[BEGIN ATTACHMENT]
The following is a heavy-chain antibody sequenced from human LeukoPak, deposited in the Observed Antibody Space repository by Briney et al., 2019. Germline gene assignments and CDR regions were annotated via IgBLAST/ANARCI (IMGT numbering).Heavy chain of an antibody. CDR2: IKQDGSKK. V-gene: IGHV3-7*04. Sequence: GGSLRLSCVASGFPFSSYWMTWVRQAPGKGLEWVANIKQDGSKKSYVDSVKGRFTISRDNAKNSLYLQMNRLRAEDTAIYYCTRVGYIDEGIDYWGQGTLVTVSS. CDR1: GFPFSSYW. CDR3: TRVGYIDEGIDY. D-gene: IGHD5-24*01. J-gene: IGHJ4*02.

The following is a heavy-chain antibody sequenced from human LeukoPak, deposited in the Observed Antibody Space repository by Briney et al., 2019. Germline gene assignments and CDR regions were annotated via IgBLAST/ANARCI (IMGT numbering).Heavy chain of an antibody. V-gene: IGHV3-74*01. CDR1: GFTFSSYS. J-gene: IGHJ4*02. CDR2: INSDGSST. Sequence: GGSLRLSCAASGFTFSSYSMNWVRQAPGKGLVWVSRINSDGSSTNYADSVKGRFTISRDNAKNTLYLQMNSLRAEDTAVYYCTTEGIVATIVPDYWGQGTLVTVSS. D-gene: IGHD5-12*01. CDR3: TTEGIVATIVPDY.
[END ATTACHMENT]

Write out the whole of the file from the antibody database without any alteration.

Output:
The following is a heavy-chain antibody sequenced from human LeukoPak, deposited in the Observed Antibody Space repository by Briney et al., 2019. Germline gene assignments and CDR regions were annotated via IgBLAST/ANARCI (IMGT numbering).Heavy chain of an antibody. CDR2: IKQDGSKK. V-gene: IGHV3-7*04. Sequence: GGSLRLSCVASGFPFSSYWMTWVRQAPGKGLEWVANIKQDGSKKSYVDSVKGRFTISRDNAKNSLYLQMNRLRAEDTAIYYCTRVGYIDEGIDYWGQGTLVTVSS. CDR1: GFPFSSYW. CDR3: TRVGYIDEGIDY. D-gene: IGHD5-24*01. J-gene: IGHJ4*02.

The following is a heavy-chain antibody sequenced from human LeukoPak, deposited in the Observed Antibody Space repository by Briney et al., 2019. Germline gene assignments and CDR regions were annotated via IgBLAST/ANARCI (IMGT numbering).Heavy chain of an antibody. V-gene: IGHV3-74*01. CDR1: GFTFSSYS. J-gene: IGHJ4*02. CDR2: INSDGSST. Sequence: GGSLRLSCAASGFTFSSYSMNWVRQAPGKGLVWVSRINSDGSSTNYADSVKGRFTISRDNAKNTLYLQMNSLRAEDTAVYYCTTEGIVATIVPDYWGQGTLVTVSS. D-gene: IGHD5-12*01. CDR3: TTEGIVATIVPDY.